Nikon releases AX and AX R confocal microscopes

High resolution 8K x 8K images that support biological phenomena research with 25 mm FOV are obtainable by intuitive operation

April 27, 2021

AX confocal microscope
(configured with the ECLIPSE Ti2-E inverted research microscope)

TOKYO - Nikon Corporation (Nikon) is pleased to announce the release of the next generation confocal microscope series, AX and AX R. This new confocal series features a completely re-designed scan head with 8K x 8K resolution*1, ultra-high speed resonant scanning, and world’s largest*2 25 mm field of view*3. Combined with a new user-friendly interface and advanced AI-based tools, the AX/AX R confocal series is designed to enable users to acquire data faster, with an unprecedented level of detail and ease.

  • *1Galvano scanner.
  • *2Among point scanners available on the market as of April 27, 2021, according to research conducted by Nikon.
  • *3The diameter of the observable image in a microscope.

Release Overview

Swipe horizontally to view full table.

Product Name AX confocal microscope
AX R confocal microscope
Release Date Late May 2021

Development Background

As biological research continues to trend toward systems level studies that range from molecules to whole cell populations, tissues, organoids, and even whole organisms, needs for microscopy have been similarly evolving. There is an increasing need to acquire data that is higher-resolution, both spatially and temporally; for a larger range of specimens and with greater throughput.
Nikon’s 10th generation confocal microscope system, the AX/AX R, features improved pixel density, sensitivity, speed, and the world’s largest field of view to meet these needs. A suite of AI-based tools assists users in acquisition, processing and analysis, while the streamlined user interface ensures ease of use. With its modular design, the AX/AX R confocal microscope system easily accommodates multi-modal experiments as well as future expansion to meet evolving research directions.

Main Features

1. Capture more data than ever before with 8K x 8K pixel density and a 25 mm field of view

The AX and AX R enables 8192 x 8192 pixel, high-resolution images to be obtained with the world’s largest field of view (25 mm). Now, ultrafine details can be easily captured even for large specimens. This feature is available for both inverted*4 and upright*5 microscope configurations, thereby supporting a wide range of research applications and fields.

In addition, with the AX R’s high-speed resonant scanner users can acquire up to 720 frames per second at 2048 x 16 pixels. High-speed resonant scanning not only enables dynamic events to be easily captured but also reduces the amount of time required to image large, fixed specimens.

  • *4ECLIPSE Ti2-E inverted research microscope.
  • *5ECLIPSE Ni-E motorized upright research microscope.
iDISCO optically cleared whole mouse bladder, acquired at 8192 x 8192 pixels using a 2X Plan Apo objective, effective pixel size 0.6 μm (over 10X the spatial resolution of a typical monochrome CMOS camera). Courtesy of Dr. Gerry Apodaca, Integrative Systems Biology, Department of Medicine, University of Pittsburgh. In collaboration with Dr. Alan Watson at the Center for Biological Imaging, University of Pittsburgh.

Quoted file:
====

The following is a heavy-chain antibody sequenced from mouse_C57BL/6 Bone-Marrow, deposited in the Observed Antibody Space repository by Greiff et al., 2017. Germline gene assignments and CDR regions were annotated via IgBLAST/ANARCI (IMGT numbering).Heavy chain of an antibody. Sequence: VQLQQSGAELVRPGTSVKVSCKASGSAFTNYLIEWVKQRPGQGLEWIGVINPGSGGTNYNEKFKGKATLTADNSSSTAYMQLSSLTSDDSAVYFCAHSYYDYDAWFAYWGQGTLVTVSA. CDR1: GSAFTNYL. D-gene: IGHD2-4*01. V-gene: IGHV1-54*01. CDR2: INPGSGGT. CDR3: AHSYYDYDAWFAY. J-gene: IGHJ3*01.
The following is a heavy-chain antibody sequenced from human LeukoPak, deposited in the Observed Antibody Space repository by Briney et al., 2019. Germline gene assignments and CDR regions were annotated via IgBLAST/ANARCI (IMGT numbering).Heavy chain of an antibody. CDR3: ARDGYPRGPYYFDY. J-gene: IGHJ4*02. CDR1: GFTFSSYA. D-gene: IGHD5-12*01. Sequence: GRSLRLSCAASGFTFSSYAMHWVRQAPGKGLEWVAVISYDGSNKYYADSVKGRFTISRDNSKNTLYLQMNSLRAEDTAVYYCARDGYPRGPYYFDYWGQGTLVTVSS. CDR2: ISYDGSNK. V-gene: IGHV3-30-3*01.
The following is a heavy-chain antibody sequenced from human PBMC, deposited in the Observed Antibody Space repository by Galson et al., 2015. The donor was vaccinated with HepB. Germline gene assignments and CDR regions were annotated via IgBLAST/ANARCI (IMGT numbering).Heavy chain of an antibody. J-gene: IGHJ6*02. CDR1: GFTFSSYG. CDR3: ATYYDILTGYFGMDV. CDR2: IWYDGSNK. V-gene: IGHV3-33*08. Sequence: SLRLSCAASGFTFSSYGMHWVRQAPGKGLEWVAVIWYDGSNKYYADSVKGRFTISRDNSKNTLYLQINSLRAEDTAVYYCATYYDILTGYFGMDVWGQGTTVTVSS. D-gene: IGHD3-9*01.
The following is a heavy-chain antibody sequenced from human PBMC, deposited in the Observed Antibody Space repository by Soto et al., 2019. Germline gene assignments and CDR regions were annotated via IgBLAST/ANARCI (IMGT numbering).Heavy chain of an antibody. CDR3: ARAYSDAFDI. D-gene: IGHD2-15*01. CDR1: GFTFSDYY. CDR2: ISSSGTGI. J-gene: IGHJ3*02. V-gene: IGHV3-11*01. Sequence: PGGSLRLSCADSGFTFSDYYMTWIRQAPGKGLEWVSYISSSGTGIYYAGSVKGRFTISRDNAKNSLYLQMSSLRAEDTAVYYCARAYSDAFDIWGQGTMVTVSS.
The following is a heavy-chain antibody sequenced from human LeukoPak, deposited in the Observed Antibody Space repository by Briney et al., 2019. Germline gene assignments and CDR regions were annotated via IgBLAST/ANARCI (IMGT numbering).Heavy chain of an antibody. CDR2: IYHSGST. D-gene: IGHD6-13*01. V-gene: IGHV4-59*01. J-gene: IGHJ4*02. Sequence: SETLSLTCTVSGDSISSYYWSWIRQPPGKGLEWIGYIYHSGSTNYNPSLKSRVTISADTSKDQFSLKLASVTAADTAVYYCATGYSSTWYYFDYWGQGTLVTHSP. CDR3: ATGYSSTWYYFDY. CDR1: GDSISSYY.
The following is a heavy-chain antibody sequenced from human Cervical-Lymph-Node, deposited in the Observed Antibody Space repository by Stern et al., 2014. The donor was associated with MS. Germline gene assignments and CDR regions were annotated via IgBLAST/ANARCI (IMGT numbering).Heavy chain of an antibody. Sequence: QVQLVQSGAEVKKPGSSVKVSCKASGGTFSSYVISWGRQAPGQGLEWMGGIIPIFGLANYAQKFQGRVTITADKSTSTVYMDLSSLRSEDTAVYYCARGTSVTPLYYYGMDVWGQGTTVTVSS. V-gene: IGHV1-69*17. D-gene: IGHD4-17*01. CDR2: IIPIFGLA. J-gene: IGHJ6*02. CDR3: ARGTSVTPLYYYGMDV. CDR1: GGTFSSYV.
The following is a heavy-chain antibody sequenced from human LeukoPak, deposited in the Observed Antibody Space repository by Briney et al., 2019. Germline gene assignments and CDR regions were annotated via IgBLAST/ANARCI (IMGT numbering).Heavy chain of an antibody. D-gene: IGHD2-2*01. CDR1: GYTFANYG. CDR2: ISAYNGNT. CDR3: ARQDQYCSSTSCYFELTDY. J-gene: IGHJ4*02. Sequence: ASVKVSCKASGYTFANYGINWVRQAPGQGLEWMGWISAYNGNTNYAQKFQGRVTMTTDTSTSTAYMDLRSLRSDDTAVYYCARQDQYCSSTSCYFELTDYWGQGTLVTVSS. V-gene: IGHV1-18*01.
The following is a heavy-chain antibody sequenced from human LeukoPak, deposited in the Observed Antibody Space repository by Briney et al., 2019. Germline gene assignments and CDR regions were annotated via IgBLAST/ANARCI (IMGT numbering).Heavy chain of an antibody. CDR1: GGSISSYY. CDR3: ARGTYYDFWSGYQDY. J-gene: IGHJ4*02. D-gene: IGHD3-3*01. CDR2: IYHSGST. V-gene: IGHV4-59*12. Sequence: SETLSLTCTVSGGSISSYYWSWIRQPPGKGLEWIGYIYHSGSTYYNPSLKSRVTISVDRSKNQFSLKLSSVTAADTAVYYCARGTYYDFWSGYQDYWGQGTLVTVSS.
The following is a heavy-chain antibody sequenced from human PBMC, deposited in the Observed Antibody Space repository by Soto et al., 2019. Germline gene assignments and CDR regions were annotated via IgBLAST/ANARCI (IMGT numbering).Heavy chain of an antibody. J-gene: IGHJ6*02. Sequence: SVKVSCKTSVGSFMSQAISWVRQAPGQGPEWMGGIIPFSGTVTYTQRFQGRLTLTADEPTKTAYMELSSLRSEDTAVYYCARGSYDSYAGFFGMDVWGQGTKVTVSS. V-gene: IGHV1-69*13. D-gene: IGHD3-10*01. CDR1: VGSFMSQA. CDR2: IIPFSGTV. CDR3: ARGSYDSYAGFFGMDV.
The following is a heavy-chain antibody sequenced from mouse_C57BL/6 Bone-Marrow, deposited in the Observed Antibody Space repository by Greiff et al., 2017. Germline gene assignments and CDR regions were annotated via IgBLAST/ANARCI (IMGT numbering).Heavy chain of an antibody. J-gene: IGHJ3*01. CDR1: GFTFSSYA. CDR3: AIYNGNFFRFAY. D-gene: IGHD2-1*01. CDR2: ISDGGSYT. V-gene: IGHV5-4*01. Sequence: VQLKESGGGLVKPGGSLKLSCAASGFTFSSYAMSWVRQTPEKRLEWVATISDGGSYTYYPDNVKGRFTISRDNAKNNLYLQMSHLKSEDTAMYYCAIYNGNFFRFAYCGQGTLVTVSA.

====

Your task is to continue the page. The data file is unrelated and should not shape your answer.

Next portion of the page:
Detailed, clear images can be captured in a large field of view using a galvano scanner.

2. Improved specimen viability for longer time-lapse imaging

The AX/AX R features detector units that are twice as sensitive as conventional models*6, with a ~30% reduction in dark current noise*7. With increased sensitivity and reduced noise, lower illumination power can be used for imaging even dim specimens, minimizing photobleaching and phototoxicity. Combined with high-speed resonant scanning which further decreases exposure time, specimen viability is greatly extended, enabling extreme, long-term time-lapse imaging.

  • *6In cases where multi-alkali PMT is selected.
  • *7Noise generated by the heat of the sensor itself during long exposures.
Time-lapse Z series maximum intensity projection images of a developing Drosophila embryo expressing PLC-PH::GFP (PIP2) acquired every 10 minutes for 12 hours with 2K x 1K pixels (with 25X silicone immersion objective), courtesy of Yang Hong Laboratory, Department of Cell Biology, University of Pittsburgh in collaboration with the Center for Biological Imaging.
With high-speed scanning, it is possible to minimize photobleaching of the specimen even with long-term imaging.

3. A simplified, AI-driven user experience

Nikon’s NIS-Elements C imaging software allows users to easily customize the layout and experiment workflow to suit their needs. The new tool simplifies confocal acquisition by automatically determining the optimal illumination and detection settings while removes shot noise from confocal images to enable clearer images with shorter exposure times. AI-based tools for post-acquisition image processing such as makes segmentation of complex structures more efficient and reliable.

Graphical programming tools for both acquisition and analysis provide further flexibility for the user. The optional JOBS module enables complex, non-linear experiments with multiple paths and dimensions to be created with ease, including conditional workflows where subsequent acquisition parameters are based on real-time analysis results.

Mouse muscle and neuromuscular junction imaged with a 25X silicone immersion objective using 2048 x 2048 pixel resonant scanning and rendered and segmented using exclusive new 3D tools from NIS-Elements.

The information is current as of the date of publication. It is subject to change without notice.